Master of Science in Nursing (MSN) programs take two years to complete. By the end of the program registered nurses (RNs) have the education they need to become advanced practice nurses. They are qualified to provide primary and specialty care. Applicants must have a bachelor's degree, preferably in nursing. Though some programs accept students with bachelor's degrees in other subjects, it is usually still necessary to have completed an accredited registered nursing program and be licensed as an RN. Some programs also require some clinical experience working as an RN. For busy professionals, many schools offer the degree program online.
Master of Science in Nursing with Integrative Health
Courses offered in an integrative MSN program instruct students about methods for combining Western medicine with alternative treatments. Throughout the program, students also receive general nursing training in areas such as qualitative and quantitative research, nursing theory, pharmacology and pathophysiology, and a clinical practicum is typically required. Some programs include integrative courses, while others require students to choose a concentration and provide integrative health as an option. Topics include:
- Chinese and herbal medicine
- Hypnosis/suggestive therapy
- Public health
- Evidence-based integrative health practice
- Holistic nursing
- Complementary healing modalities
Popular Career Options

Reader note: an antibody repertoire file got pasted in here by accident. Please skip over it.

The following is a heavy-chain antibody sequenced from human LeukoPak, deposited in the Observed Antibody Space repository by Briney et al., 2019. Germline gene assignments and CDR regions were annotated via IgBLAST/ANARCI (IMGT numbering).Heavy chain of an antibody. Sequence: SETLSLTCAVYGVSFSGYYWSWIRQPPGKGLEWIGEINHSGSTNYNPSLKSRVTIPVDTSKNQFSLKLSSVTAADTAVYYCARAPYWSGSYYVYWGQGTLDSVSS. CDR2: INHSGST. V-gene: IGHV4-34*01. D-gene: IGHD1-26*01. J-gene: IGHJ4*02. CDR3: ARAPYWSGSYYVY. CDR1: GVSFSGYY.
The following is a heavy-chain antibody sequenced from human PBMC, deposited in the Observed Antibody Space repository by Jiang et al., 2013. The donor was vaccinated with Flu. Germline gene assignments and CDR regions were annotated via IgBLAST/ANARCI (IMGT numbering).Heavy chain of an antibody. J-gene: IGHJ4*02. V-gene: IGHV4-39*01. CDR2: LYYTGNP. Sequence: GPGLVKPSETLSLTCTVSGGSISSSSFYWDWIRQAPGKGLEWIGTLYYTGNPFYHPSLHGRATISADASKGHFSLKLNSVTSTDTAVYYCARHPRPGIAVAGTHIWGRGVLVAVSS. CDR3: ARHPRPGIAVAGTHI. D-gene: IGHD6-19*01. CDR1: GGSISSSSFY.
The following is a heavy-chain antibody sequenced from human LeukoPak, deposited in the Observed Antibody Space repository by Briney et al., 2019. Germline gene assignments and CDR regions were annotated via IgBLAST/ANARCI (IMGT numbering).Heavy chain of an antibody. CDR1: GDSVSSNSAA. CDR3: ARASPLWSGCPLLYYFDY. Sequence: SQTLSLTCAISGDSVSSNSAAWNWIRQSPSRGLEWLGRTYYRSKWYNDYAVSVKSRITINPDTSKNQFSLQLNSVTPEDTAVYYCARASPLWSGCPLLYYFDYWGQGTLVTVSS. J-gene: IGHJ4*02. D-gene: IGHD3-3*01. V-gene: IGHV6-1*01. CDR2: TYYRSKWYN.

Integrative health courses are incorporated into many MSN programs. For example, clinical nurse leader, public health nurse and holistic nurse programs may all include integrative health components. Graduates will be able to bring an integrative health focus to the nursing area of their choice. The following are career options:
- Nurse practitioner
- Nurse midwife
- Nurse anesthetist
- Clinical nurse specialist.
Employment Outlook and Salary Information
According to the U.S. Bureau of Labor Statistics (BLS), employment of registered nurses is expected to increase 16% from 2014 to 2024 (www.bls.gov) which is faster than the average rate compared to other occupations. This increased rate in employment for nurses is due to a rising elderly population, and the government reform of the healthcare system. The median salary for this profession was $67,490 annually in 2015, according the BLS.
During 2014 through 2024, the BLS predicts a 25% job growth for nurse midwives, 35% for nurse practitioners, and 19% for nurse anesthetists. Additionally, in May 2015, the BLS reported an annual mean salary of $93,610 for nurse midwives and $101,260 for nurse practitioners. According to Salary.com, clinical nurse specialists earned an annual median income of $97,854 and nurse anesthetists were paid $169,902 in June 2015.
Continuing Education Information
Advanced practice nurses are required to obtain certification in their specialties in addition to maintaining RN licensure before they can practice. A number of organizations offer specialty certification, including the American Nurses Credentialing Center and the American Academy of Nurse Practitioners (each organization doesn't offer certification for every specialty). Certification involves passing an exam and then acquiring continuing education hours regularly for renewal.
Graduates who wish to earn a higher degree rather than seek immediate employment may consider pursuing a Doctor of Philosophy (PhD) in Nursing or a Doctor of Nursing Practice (DNP). The difference between these two types of doctoral programs is that PhD programs are research based and take around four years to complete, while DNP programs are practice based and last around two years. Some programs include integrative health courses. Dual DNP and PhD programs are also available.
A master's of science in nursing can lead to several different specialized careers in the nursing profession. Students interested in this program should look into the specific prerequisites and specialties for different programs before applying.